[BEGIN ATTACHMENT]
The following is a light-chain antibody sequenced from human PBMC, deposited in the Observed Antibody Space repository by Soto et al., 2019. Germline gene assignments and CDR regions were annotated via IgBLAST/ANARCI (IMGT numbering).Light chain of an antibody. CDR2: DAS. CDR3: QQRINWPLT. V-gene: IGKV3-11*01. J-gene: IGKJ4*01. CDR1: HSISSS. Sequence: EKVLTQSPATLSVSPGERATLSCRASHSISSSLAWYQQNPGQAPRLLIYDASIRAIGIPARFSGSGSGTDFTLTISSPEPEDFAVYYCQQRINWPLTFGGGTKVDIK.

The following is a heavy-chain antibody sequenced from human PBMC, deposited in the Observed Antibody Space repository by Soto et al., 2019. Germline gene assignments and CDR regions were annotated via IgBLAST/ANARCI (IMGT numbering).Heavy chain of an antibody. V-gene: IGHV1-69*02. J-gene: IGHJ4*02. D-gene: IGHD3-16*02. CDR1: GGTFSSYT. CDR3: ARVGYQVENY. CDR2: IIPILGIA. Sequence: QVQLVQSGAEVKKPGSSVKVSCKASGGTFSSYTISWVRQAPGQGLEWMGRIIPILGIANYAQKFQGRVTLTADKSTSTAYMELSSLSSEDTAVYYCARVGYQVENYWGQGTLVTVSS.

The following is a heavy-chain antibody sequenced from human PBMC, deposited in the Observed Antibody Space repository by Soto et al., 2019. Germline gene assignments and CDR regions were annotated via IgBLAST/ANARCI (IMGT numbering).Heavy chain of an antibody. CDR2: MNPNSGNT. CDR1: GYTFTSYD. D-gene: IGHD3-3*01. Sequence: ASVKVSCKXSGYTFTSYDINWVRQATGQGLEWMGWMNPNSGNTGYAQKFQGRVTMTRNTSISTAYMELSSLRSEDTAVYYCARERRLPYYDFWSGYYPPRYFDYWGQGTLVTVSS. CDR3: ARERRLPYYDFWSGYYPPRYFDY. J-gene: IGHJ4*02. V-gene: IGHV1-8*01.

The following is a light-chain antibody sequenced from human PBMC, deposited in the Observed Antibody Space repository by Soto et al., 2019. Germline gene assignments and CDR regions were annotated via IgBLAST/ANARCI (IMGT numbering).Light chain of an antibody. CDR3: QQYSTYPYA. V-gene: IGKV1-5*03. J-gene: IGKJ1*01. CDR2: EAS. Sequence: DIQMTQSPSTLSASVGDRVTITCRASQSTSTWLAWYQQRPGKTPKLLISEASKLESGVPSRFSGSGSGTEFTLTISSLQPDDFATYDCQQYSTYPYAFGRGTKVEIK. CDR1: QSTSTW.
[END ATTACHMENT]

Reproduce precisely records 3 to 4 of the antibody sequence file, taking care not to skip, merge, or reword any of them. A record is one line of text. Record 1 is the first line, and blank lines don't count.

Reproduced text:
The following is a heavy-chain antibody sequenced from human PBMC, deposited in the Observed Antibody Space repository by Soto et al., 2019. Germline gene assignments and CDR regions were annotated via IgBLAST/ANARCI (IMGT numbering).Heavy chain of an antibody. CDR2: MNPNSGNT. CDR1: GYTFTSYD. D-gene: IGHD3-3*01. Sequence: ASVKVSCKXSGYTFTSYDINWVRQATGQGLEWMGWMNPNSGNTGYAQKFQGRVTMTRNTSISTAYMELSSLRSEDTAVYYCARERRLPYYDFWSGYYPPRYFDYWGQGTLVTVSS. CDR3: ARERRLPYYDFWSGYYPPRYFDY. J-gene: IGHJ4*02. V-gene: IGHV1-8*01.

The following is a light-chain antibody sequenced from human PBMC, deposited in the Observed Antibody Space repository by Soto et al., 2019. Germline gene assignments and CDR regions were annotated via IgBLAST/ANARCI (IMGT numbering).Light chain of an antibody. CDR3: QQYSTYPYA. V-gene: IGKV1-5*03. J-gene: IGKJ1*01. CDR2: EAS. Sequence: DIQMTQSPSTLSASVGDRVTITCRASQSTSTWLAWYQQRPGKTPKLLISEASKLESGVPSRFSGSGSGTEFTLTISSLQPDDFATYDCQQYSTYPYAFGRGTKVEIK. CDR1: QSTSTW.